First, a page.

Julio Mercado is Dallas' brand-new DEA boss, and he's inherited kilos of trouble. His city is about to be declared a drug disaster zone, but all his narcs seem to care about is snitching on each other.

In Dallas--as much as any city--it is painfully clear that the feds are losing the big drug war. The feds are so hamstrung, in fact, that the DEA is currently seeking to have Dallas deemed a drug disaster zone--one of 12 High Intensity Drug Trafficking Areas, or HIDTAs--a declaration that will bring a big pot of federal money to the rescue. If, as expected, Dallas receives the designation this fall, it will make Texas the only state with not one, not two, but three HIDTAs: Dallas, Houston, and the southwest border.

A look at the recent history of the Dallas office reveals many of the reasons why the war is going so badly. Clearly, some of the problems are beyond the ability of the drug warriors to solve: There's the very real possibility, for example, that having the North American Free Trade Agreement (NAFTA) and keeping drug trafficking under control are mutually exclusive. There's also an inherent problem: Human ingenuity being what it is--and the profits to be made from drug dealing being what they are--drug interdiction is an endless cycle of Hydra-slaying.

Still, many of the wounds in this war appear to be self-inflicted. In interviews with the Dallas Observer, 21 current and former DEA agents, as well as numerous state, local, and federal agents who work closely with them, discussed the Dallas division's problems. (Unfortunately, since the DEA does not allow contact between its third estate and members of the fourth, the names of current agents--except, of course, Mercado--have been changed lest they face reprisal.) Their observations were borne out by court records and documents obtained through open records requests, as well as numerous internal DEA reports and correspondence.

All together, these sources and documents reveal an office crippled by revolving-door management, ethical challenges, and endless internal investigations of its own members, not to mention revolts by the local cop shops and a run of can't-keep-it-in-their-pants scandals that would make the American military blush.

They turn up a few other points as well--like how we're fighting a war we can't win, but can't stop fighting because local law enforcement has become addicted to federal money and the shiny new toys and additional personnel that it brings. A nasty brouhaha this spring over the now-decade-old D/FW Airport Joint Task Force--a hush-hush drug-busting program that allows participating cop shops to split confiscated drug money--not only raises the familiar specter of agency infighting, but also poses intriguing questions about the degree to which the financing cart drives the law enforcement horse. Even the DEA, it seems, fears that seizing money has become the raison d'étre of the drug war at every level--a topic that Congress is currently examining.

The DEA is little different from other federally subsidized law enforcement agencies--FBI, CIA, and Secret Service--in that management has no interest in sharing the details of its activities with the U.S. taxpayers who foot the bills. That said, when things go so awry inside one of these top-secret shops that stories start spilling out in the most unlikely places--say twice-weekly postings on the World Wide Web--it's fair to say that things are very, very bad indeed.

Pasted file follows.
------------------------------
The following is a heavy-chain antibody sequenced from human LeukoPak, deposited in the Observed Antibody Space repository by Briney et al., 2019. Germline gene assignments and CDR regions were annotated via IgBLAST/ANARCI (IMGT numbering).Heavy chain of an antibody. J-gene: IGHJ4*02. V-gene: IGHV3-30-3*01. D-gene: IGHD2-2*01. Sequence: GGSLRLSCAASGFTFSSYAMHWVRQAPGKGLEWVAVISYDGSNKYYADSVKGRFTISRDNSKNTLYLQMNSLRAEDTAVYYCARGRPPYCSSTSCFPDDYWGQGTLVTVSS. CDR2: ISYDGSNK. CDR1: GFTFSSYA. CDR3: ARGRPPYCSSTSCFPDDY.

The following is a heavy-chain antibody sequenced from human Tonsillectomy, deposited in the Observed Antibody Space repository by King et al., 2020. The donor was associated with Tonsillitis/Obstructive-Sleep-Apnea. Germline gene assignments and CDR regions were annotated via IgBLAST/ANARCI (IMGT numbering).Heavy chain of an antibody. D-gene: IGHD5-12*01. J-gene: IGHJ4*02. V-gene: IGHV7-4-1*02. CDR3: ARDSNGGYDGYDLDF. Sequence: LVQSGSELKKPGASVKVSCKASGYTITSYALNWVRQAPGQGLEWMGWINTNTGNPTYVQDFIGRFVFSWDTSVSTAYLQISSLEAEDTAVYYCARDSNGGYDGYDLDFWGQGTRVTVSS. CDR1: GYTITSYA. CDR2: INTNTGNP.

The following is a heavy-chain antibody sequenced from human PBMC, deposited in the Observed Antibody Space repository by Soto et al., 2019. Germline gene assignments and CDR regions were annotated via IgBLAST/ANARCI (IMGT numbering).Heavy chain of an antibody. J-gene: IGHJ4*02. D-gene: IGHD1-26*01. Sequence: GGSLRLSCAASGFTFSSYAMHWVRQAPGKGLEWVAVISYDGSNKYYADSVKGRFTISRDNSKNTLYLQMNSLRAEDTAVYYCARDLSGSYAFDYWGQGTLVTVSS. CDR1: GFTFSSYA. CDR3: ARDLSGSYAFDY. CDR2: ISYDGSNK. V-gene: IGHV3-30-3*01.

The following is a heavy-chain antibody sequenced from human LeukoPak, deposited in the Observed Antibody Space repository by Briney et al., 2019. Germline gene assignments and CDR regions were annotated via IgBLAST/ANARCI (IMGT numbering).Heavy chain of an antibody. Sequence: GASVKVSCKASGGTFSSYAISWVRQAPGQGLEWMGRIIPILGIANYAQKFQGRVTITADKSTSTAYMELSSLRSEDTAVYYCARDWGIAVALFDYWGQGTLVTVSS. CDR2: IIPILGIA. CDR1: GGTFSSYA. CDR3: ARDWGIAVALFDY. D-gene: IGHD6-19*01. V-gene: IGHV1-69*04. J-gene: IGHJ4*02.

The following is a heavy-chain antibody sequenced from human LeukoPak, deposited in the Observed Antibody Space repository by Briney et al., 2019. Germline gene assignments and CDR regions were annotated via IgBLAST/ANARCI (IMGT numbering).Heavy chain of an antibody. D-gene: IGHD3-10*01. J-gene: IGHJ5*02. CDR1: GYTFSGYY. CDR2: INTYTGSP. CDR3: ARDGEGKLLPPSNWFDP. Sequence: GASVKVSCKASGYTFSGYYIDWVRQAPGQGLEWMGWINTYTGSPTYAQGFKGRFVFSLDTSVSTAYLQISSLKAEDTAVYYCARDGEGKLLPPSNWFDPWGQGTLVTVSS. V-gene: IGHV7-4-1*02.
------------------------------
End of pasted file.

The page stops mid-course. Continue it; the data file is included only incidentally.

It wasn't always this way.
The DEA, like the "drug war" itself, is a legacy of the 1968 presidential campaign. Until then, the business of fighting illegal narcotics was largely the province of local police departments; indeed, modern federal laws banning drugs outright were only passed in 1970. (Until then, Congress believed that the Constitution only gave it authority to tax drug use.)

In 1972, President Nixon created a new federal police force, the Drug Enforcement Administration, whose sole mission was to enforce the new drug laws. Since then, the DEA has grown from a $30 million-a-year minnow to a billion-dollar-a-year leviathan, employing more than 7,000 agents in 45 countries across the globe.

The DEA's Dallas office is one of the agency's 20 domestic regional headquarters--"field divisions" in agency parlance. Dallas oversees nine sub-offices, from Tyler on the east to Midland on the west, and Tulsa on the north. Although Special Agent in Charge (SAC) Mercado guards the exact number of narcs in the Dallas division like the family jewels--"the problem is, you're telling the traffickers," he says--he'll finally concede that the number under him is approximately 200 agents, counting those borrowed, or "detailed," from local police agencies.

Mercado wouldn't divulge the Dallas division's budget, either, but a former employee put the figure north of $30 million a year.

Though estimates vary, some suggest that since 1968, the federal government has spent $300 billion fighting narcotics. Some modest successes have accompanied that effort; usage rates have generally declined since peaking over a decade ago.

Still, usage rates remain higher than they were in 1968 for all drug categories except heroin. And America is awash in drugs of a variety, potency, and cheapness unimaginable 30 years ago. Across the country, police insist that the majority of crime is drug-related. And Texas, thanks to its border with Mexico, has replaced Florida as ground zero in the "war."

Until the mid- to late-'80s, locals and feds say, the DEA's Dallas Field Division was no more than a sleepy outpost, for the most part policing Mexican marijuana-smuggling routes that had been established decades earlier. Phillip Jordan, who served as head of the Dallas DEA office from 1984 to 1994, recalls that the biggest problem when he came to town was the customary infighting among federal, state, and local law enforcement.

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